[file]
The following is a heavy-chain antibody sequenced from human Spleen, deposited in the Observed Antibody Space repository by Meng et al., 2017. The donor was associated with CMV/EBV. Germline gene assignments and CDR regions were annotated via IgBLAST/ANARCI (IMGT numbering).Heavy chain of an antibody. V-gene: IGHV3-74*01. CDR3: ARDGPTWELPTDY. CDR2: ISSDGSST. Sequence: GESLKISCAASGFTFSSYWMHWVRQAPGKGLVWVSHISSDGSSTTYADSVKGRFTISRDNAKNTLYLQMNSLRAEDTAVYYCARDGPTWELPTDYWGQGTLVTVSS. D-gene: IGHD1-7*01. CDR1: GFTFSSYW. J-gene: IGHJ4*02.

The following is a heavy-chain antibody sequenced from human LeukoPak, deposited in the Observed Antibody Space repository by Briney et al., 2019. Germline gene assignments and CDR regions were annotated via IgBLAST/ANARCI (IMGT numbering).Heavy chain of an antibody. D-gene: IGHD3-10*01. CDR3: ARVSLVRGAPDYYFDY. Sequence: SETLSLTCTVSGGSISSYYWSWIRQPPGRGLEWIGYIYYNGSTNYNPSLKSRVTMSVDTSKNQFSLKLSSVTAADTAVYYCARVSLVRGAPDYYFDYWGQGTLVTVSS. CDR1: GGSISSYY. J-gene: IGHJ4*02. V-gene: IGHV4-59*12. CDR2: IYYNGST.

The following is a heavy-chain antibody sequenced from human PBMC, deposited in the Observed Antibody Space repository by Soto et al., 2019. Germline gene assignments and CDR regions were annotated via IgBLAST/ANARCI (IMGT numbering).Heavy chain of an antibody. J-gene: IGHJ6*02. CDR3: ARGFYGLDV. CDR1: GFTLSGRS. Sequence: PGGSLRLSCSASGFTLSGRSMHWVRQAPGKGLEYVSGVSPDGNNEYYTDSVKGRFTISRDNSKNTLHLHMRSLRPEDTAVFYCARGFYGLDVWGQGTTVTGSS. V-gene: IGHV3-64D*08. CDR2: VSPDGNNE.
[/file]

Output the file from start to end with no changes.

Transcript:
The following is a heavy-chain antibody sequenced from human Spleen, deposited in the Observed Antibody Space repository by Meng et al., 2017. The donor was associated with CMV/EBV. Germline gene assignments and CDR regions were annotated via IgBLAST/ANARCI (IMGT numbering).Heavy chain of an antibody. V-gene: IGHV3-74*01. CDR3: ARDGPTWELPTDY. CDR2: ISSDGSST. Sequence: GESLKISCAASGFTFSSYWMHWVRQAPGKGLVWVSHISSDGSSTTYADSVKGRFTISRDNAKNTLYLQMNSLRAEDTAVYYCARDGPTWELPTDYWGQGTLVTVSS. D-gene: IGHD1-7*01. CDR1: GFTFSSYW. J-gene: IGHJ4*02.

The following is a heavy-chain antibody sequenced from human LeukoPak, deposited in the Observed Antibody Space repository by Briney et al., 2019. Germline gene assignments and CDR regions were annotated via IgBLAST/ANARCI (IMGT numbering).Heavy chain of an antibody. D-gene: IGHD3-10*01. CDR3: ARVSLVRGAPDYYFDY. Sequence: SETLSLTCTVSGGSISSYYWSWIRQPPGRGLEWIGYIYYNGSTNYNPSLKSRVTMSVDTSKNQFSLKLSSVTAADTAVYYCARVSLVRGAPDYYFDYWGQGTLVTVSS. CDR1: GGSISSYY. J-gene: IGHJ4*02. V-gene: IGHV4-59*12. CDR2: IYYNGST.

The following is a heavy-chain antibody sequenced from human PBMC, deposited in the Observed Antibody Space repository by Soto et al., 2019. Germline gene assignments and CDR regions were annotated via IgBLAST/ANARCI (IMGT numbering).Heavy chain of an antibody. J-gene: IGHJ6*02. CDR3: ARGFYGLDV. CDR1: GFTLSGRS. Sequence: PGGSLRLSCSASGFTLSGRSMHWVRQAPGKGLEYVSGVSPDGNNEYYTDSVKGRFTISRDNSKNTLHLHMRSLRPEDTAVFYCARGFYGLDVWGQGTTVTGSS. V-gene: IGHV3-64D*08. CDR2: VSPDGNNE.